On Tuesday night, President-elect Donald Trump took to Twitter to thank himself for one of the most positive economic readings we’ve seen in 15 years.
And he’s absolutely right.
“The U.S. Consumer Confidence Index for December surged nearly four points to 113.7, THE HIGHEST LEVEL IN MORE THAN 15 YEARS!” Trump tweeted.
Adding, “Thanks Donald!” in an apparent riff on the long-running “Thanks Obama” internet meme.
Trump’s tweet followed a Tuesday morning report from The Conference Board, which showed the consumer confidence index in December did rise to 113.7, a 4.3-point increase from November and the highest August 2001.
This jump was due to an increase in consumer expectations, which hit a 13-year high in December.
“The post-election surge in optimism for the economy, jobs and income prospects, as well as for stock prices which reached a 13-year high, was most pronounced among older consumers,” said Lynn Franco, director of Economic Indicators at The Conference Board.
“Consumers’ assessment of current conditions, which declined, still suggests that economic growth continued through the final months of 2016. Looking ahead to 2017, consumers’ continued optimism will depend on whether or not their expectations are realized.”
This report adds to the growing body of evidence that the biggest post-election economic story — the surge in consumer and business expectations — has indeed been all about Donald Trump.
In a tweet on Tuesday, economists at Renaissance Macro noted that the recent surge in consumer confidence is consistent with a 4% increase in consumer spending. Consumer spending accounts for about 70% of GDP and is currently rising about 3% annually.
“Would be meaningful if it materializes or a big head-fake,” the firm wrote. The firm added in a note to clients that, “Given the euphoria after the election, we will await actual consumption data before passing final judgment.”
Last week, we learned that consumer sentiment according to the University of Michigan’s bi-monthly survey rose to a 13-year high. That report did, however, note that while 18% of respondents spontaneously mentioned positive economic impacts from the Trump administration, 16% also mentioned economic changes unfavorably.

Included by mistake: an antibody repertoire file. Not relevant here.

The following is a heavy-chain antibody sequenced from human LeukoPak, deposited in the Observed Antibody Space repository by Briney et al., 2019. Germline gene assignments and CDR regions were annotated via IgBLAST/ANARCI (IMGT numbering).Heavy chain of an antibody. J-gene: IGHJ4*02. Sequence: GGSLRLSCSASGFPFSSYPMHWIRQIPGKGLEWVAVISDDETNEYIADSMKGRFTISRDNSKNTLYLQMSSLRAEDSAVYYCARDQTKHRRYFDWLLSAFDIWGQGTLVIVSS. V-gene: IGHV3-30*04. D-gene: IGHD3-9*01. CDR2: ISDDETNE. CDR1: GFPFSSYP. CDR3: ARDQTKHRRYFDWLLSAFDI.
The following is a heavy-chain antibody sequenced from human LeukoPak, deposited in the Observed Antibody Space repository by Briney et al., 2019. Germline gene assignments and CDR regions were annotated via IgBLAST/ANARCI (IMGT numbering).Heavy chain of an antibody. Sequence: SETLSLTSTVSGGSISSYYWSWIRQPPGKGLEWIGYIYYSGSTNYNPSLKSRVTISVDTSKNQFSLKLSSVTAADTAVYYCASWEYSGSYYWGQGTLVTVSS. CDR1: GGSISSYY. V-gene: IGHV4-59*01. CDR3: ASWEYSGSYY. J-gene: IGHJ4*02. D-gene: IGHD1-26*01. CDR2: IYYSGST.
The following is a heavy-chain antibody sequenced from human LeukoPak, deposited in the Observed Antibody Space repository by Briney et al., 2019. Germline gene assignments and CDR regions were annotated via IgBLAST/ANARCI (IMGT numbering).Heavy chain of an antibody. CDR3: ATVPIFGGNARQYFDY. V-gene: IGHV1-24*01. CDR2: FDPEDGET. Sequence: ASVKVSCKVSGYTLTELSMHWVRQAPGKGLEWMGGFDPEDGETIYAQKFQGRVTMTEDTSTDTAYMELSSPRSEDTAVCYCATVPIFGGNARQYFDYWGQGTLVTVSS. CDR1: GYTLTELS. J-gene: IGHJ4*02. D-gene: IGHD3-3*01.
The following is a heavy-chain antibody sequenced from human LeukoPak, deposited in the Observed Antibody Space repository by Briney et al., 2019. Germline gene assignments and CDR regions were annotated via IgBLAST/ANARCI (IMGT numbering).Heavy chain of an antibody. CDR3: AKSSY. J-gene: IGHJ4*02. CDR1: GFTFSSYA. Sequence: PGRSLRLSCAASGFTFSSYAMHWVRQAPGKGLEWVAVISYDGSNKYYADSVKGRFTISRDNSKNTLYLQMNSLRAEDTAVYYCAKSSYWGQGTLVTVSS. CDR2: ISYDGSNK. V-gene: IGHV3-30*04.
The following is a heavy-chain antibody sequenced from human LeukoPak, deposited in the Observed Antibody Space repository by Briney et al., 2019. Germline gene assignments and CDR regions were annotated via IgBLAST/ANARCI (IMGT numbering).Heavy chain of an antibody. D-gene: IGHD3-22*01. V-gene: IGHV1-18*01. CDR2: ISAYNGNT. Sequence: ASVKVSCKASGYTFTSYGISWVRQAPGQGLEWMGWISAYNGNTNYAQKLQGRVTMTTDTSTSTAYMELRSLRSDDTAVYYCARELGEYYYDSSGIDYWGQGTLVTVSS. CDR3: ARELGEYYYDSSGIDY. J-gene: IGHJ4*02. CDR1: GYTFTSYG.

The increase in certain surveys following Trump’s win, then, has not been met by unabashed optimism. Sort of like his election win.
But Trump’s Tuesday evening tweet about the economy — and its accuracy — is a bit of a departure from past proclamations Trump has made about the economy. Even within a day or two.
On Monday, Trump tweeted that the stock market is up about 10% since his election and that holiday spending (“Christmas spending,” according to Trump) is over a trillion dollars. Now, depending on which months you lump into that period, Trump might be right in time, but November-December retail spending this year is tracking closer to $550 billion, according to the National Retail Federation.
In the past, Trump has also called the Bureau of Labor Statistics’ official unemployment rate “phony” and touted other numbers that ran as high as 42%. The current unemployment rate is officially 4.6%.
And no doubt the economy has a long way to go before realizing any potential benefits from this post-election surge in both stock prices and optimism among some consumer and business leaders.
People who own their home, are no longer raising children, and are living on a fixed retirement income are less likely to create a euphoric spending boom that propels the economy in the coming years than would younger, household-forming consumers.
But facts are facts: consumer confidence in the US is at its highest level since 2001, and Donald Trump isn’t wrong to attribute that rise to his election win.
Myles Udland is a writer at Yahoo Finance. Follow him on Twitter @MylesUdland
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